11. Royal Mail 

Royal Mail is a UK-based mail and courier service with headquarters in London. Within the UK, it offers same-day delivery of couriers and mail. Additionally, it offers Guaranteed Special Delivery for residential addresses between the hours of 9am and 1pm. For foreign shipments to be accepted for shipping, the weight limit is 2kg. While international economy shipping might take up to two weeks, international standard delivery can take anywhere from three to five days.

10. Yamato Holdings

Yamato Holdings is a delivery and logistics provider based in Tokyo. The company currently has 216,873 employees and extends its services from Japan and North America to the global level. With a market share of 41%, it is among the biggest door-to-door delivery services in Japan and faces stiff competition from Sagawa Express and Nippon Express. 

9. Delhivery

Delhivery is an Indian supply chain and logistics company, employing over 66,000 people. Rivigo, Shiprocket, and Omnibiz are Delhivery’s top competitors. As of 2021, the company had more than 85 fulfilment centres, 24 automated sorting facilities, 70 hubs, 7,500 partner facilities, and 3,000 direct delivery facilities. Giving e-commerce businesses third-party logistics and delivery services accounts for almost two-thirds of its revenue. It is headquartered in Gurgaon. 

8. TFI International 

TFI International is a Canadian company, headquartered in Saint-Laurent, and employs over 28,286 people. The company provides logistics and transportation services in Canada, the USA, and Mexico. The firm generated a revenue of $7.22 billion in 2021, and its Growth in Revenues (YoY) stands at 75.44%. JB Hunt Transport Inc, Swift Transportation Co, and Werner Enterprises Inc are some of the main competitors. 

Among the hedge funds being tracked by Insider Monkey, New York-based investment firm DE Shaw is a leading shareholder in TFI International, with 433,784 shares worth more than $46 million. 

In its Q2 2021 investor letter, LRT Capital Management, an asset management firm, highlighted a few stocks and TFI International Inc. (NYSE:TFII) was one of them. Here is what the fund said:

“TFI International Inc. (NYSE:TFII) (formerly known as Transforce) is a recent addition to our portfolio – it is a Canadian logistics company with exceptional management operating in a consolidating industry. TFII came to our attention when they announced their purchase of the US operations of UPS Freight on January 25th, 2021. The company has a long history of growth through acquisition. Long time CEO Alain Bedard is fond of telling investors that he would rather own Scotiabank and get a 3% dividend than make deals that result in 3% returns57. This Canadian company also recently dual-listed in the United States.

UPS Freight, recently acquired by TFI International Inc. (NYSE:TFII), is a less-than-truckload (LTL) operation. LTL operations can build scale-based cost advantages as they require the consolidation of shipments in local hubs. This lends LTL operators to develop competitive moats based on local network density creating barriers to entry, as opposed to pure long-term trucking which is open to competition from anyone able to lease a truck. Pure play LTL companies such as SAIA, Inc. (SAIA) and Old Dominion Freight Line (ODFL) have historically generated very attractive returns for shareholders. Prior to the announced acquisition TFI already generated excellent returns for shareholders through very efficient operations and good capital allocation. Through the acquisition of UPS Freight US, the company immediately became one of the largest players in the US LTL market. The relatively low price paid for the asset (5.3x EBITDA pre-synergies, and the fact that UPS is taking a $500 million accounting charge on the deal) suggests TFII got a good deal. ODFL and SAIA both trade at over 15x EV/EBITDA.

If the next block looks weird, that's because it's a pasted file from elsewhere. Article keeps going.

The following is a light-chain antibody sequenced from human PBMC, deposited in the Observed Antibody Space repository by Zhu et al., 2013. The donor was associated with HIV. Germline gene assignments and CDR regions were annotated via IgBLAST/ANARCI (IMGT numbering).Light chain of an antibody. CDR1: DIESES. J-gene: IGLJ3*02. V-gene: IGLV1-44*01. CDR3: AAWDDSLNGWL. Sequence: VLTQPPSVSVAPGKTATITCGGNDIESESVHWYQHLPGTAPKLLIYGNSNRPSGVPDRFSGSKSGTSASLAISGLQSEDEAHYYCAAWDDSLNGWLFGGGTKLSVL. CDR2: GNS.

We expect earnings to rise sharply at TFI International Inc. (NYSE:TFII) over the next twelve months as the economy accelerates post-Covid. We are currently also long shares of Saia, Inc. (SAIA), the LTL operator headquartered in Georgia, based on the same investment thesis. Shares of Saia, Inc., are up +25 % year-to-date and +87.3% over the past twelve months. Shares are +118.42% year-to-date and +165.39% over the past twelve months.”

7. Poste Italiane

Poste Italiane is an Italian company that provides financial, postal, insurance, and logistics services within Italy. The company, headquartered in Rome, operates 12,761 post offices in Italy and employs 119,000 people. The company’s gross profit margin stands at 11.89%. The company has recently acquired LIS Holding, a payments system services company.  

6. ZTO Express 

ZTO Express provides logistics and delivery services in China. The company was founded in 2002 and has 23,865 employees currently. The company’s earnings per share for the first fiscal quarter of 2022 were $0.20. For the second fiscal quarter of 2022, the EPS was $0.33. It offers courier delivery in 5-8 days and 8-10 days, respectively, to Europe, North and South America. It may carry a wide range of materials, including cosmetics, lithium batteries, electronic devices, and appliances, etc. ZTO Express can make duty-free doorstep deliveries and clear customs for overseas couriers.

Among the hedge funds being tracked by Insider Monkey, Australia-based investment firm Platinum Asset Management is a leading shareholder in ZTO Express, with 15 million shares worth more than $420 million.

Alongside Uber Technologies, Inc. (NYSE:UBER), Walmart Inc. (NYSE:WMT), and Amazon.com, Inc. (NASDAQ:AMZN), ZTO Express is one of the top delivery stocks to buy now according to hedge funds. 


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Disclosure. None. 12 Biggest Delivery Companies In The World is originally published on Insider Monkey.